As Maggie MacKeever, I write historical romances. The large majority of them have been set in Regency England. The Regency period was the period between 1811 and 1820, when King George III of England was deemed unfit to rule and his son, later George IV, was instated as Prince Regent. The era is often expanded to include the years between 1795 and 1837. The period was distinctive for its architecture, literature, fashions, politics, snuffboxes and colorful characters and general excess.
I love Regency slang.
Here are some wonderful descriptions of someone who isn’t the brightest candle on the cake:
Bird-witted – inconsiderate, thoughtless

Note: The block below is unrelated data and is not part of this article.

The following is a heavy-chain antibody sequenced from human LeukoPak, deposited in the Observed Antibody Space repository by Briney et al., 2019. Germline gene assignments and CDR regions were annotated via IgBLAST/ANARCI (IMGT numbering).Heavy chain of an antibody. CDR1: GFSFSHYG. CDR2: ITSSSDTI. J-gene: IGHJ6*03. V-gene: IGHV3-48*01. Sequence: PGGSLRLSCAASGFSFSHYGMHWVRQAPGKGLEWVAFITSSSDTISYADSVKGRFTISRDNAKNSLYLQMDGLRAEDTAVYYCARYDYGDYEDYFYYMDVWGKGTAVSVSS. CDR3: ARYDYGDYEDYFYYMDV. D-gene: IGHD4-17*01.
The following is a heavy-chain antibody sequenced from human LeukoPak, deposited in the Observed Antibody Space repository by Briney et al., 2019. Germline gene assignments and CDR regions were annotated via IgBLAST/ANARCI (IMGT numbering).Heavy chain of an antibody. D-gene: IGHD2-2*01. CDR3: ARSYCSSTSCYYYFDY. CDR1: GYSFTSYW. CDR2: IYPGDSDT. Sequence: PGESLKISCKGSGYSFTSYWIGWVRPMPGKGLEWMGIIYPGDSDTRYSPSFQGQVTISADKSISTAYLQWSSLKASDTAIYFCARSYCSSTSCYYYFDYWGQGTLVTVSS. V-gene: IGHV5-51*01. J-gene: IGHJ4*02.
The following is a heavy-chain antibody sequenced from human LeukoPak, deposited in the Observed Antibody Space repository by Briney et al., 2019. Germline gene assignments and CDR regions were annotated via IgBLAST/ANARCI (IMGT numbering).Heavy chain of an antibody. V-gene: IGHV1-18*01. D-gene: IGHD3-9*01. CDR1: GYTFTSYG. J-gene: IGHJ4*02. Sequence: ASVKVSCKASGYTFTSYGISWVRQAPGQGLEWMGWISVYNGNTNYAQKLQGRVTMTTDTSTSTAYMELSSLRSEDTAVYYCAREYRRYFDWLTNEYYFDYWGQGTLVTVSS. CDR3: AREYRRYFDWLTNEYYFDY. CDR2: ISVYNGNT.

Bottle-headed – devoid of wit
Chaw-bacon – a countryman, or stupid fellow
Chuckle-headed – a stupid person, a blockhead
Clodpole – a stupid fellow, a dolt
Cod’s head – a stupid fellow
Cork-brained – light-headed, foolish
Dunderhead – blockhead, dunce, numbskull
Nickninny – a simpleton
Ninnyhammer – a fool or simpleton
Saphead/sapskull – a simpleton; fool
Simkin – a foolish fellow
Singleton – a very foolish fellow
Pig-widgeon – simpleton, fool
In addition, thanks to the incomparable Georgette Heyer, along these same lines we have:
My personal favorites are ‘knock-in-the-cradle’ and ‘more hair than wit’, which are only bested by ‘his brains are in his ballocks’, found the 1811 Dictionary of the Vulgar Tongue.